After she succeeded her husband, President Cristina Fernandez de Kirchner moved to end her husband’s hardline policy against Iran, and this rapprochement facilitated a shift in Argentinian politics. The 2013 secret pact between Buenos Aires and Tehran, negotiated by former Foreign Minister Hector Timerman, attempted to create a joint truth commission to investigate the AMIA case. The thought of a terror-sponsor state like Iran investigating itself was nothing short of laughable, although many of Kirchner’s supporters applauded the diplomatic endeavor. Nisman would later charge Kirchner along with several of her colleagues and confidantes of covering-up Iran’s involvement in the attack with the pact and obstructing justice– which ultimately ended up costing him his life.

There is no denying of Nisman’s dedication to his work and the AMIA case became part of Nisman’s identity. On his WhatsApp picture, he used the slogan “keep calm and we don’t negotiate with terrorism.” He was energetic and had a deep passion for bringing justice to the 85 AMIA victims’ families.

Three years ago, Nisman cut his family vacation abroad short, and returned to file his 289-page report against Kirchner.

The prosecutor was found dead on January 18th, 2015, the day before he was to present his findings before Congress.  Fingers were quickly pointed at Iran, the Intelligence Secretariat (dissolved soon after Nisman’s death), and Kirchner herself. Shortly after his death, Kirchner claimed first that Nisman committed suicide, then that it was a crime of passion, and later that it was the result of an intelligence operative to undermine and destabilize her government. In 2017, official reports confirmed that Nisman was drugged, beaten, and murdered, possibly by more than one person.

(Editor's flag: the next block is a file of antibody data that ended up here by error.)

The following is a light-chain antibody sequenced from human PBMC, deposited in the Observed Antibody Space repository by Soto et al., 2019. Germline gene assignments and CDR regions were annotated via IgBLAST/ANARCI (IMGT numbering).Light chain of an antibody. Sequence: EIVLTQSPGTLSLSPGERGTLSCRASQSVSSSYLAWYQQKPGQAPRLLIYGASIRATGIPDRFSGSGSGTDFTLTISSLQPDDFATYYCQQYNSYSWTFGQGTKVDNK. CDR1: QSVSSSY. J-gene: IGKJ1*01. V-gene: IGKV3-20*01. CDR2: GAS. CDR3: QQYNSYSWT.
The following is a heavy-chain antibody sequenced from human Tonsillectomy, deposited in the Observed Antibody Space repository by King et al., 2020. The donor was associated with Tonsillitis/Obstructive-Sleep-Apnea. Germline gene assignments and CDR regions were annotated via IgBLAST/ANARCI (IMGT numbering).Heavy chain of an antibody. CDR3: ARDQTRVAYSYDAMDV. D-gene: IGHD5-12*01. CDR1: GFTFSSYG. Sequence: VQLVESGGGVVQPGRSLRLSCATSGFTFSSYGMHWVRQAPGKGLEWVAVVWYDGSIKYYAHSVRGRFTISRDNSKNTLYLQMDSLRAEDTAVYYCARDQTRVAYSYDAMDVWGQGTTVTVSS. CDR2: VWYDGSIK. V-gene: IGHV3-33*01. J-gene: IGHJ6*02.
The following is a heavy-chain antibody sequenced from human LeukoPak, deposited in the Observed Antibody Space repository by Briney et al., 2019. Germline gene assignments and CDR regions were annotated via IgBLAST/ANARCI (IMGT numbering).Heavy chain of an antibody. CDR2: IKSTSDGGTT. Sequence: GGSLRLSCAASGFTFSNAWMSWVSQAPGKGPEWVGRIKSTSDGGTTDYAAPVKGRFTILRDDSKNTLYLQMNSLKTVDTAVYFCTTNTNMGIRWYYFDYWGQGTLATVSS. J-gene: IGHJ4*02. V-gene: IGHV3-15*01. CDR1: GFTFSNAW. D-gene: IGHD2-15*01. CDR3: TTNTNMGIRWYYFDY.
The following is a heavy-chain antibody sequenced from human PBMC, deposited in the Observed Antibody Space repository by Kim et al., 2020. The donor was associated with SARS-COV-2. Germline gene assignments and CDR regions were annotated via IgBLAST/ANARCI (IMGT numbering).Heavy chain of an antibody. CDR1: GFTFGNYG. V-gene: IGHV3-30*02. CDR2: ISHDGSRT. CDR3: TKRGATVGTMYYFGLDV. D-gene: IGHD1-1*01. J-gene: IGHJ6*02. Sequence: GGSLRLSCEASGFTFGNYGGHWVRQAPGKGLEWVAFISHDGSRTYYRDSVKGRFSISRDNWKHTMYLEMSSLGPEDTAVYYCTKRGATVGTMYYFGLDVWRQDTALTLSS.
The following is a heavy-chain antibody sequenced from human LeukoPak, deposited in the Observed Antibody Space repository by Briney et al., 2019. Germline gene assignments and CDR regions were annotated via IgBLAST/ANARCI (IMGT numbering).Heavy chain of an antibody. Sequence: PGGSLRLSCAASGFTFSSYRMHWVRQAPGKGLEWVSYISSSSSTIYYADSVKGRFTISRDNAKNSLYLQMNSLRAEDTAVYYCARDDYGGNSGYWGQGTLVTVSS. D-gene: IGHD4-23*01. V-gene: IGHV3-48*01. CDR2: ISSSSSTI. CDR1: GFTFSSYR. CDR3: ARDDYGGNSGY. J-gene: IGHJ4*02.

On several occasions since his death, Nisman’s charges against Kirchner and her government officials were dismissed as “baseless.” However, in August of 2016, a federal judge ordered the reopening of the criminal complaint. This past December, Argentinians woke up to a political earthquake after the former President and several of her colleagues were charged with treason. Several of Nisman’s bodyguards were also charged for neglecting their duties, and his computer technician and aide, Diego Lagomarsino, whose gun was used to kill Nisman, was charged with accessory to murder.

This year’s anniversary of Nisman’s death should be treated differently. We might never know what happened during the hours before he was found dead in his Le Parc Towers apartment, but we do know that a man’s bravery and fearlessness led authorities closer to solving an investigation that has lasted more than twenty years.

After years of delay, Argentinian authorities, under President Mauricio Macri, seem determined to solve the remaining mysteries of the AMIA bombing, reverse Kirchner’s rapprochement with Iran, and bring Nisman’s killers to justice.

Argentinians are not used to seeing powerful people being held accountable, but that is a result of Nisman’s courage and persistence. It is because of those traits of Nisman, who was killed three years ago, that we might be closer to justice for the victims of the AMIA bombing and their families.

[Photo: Noticias De Ultima Hora 24 Horas / YouTube]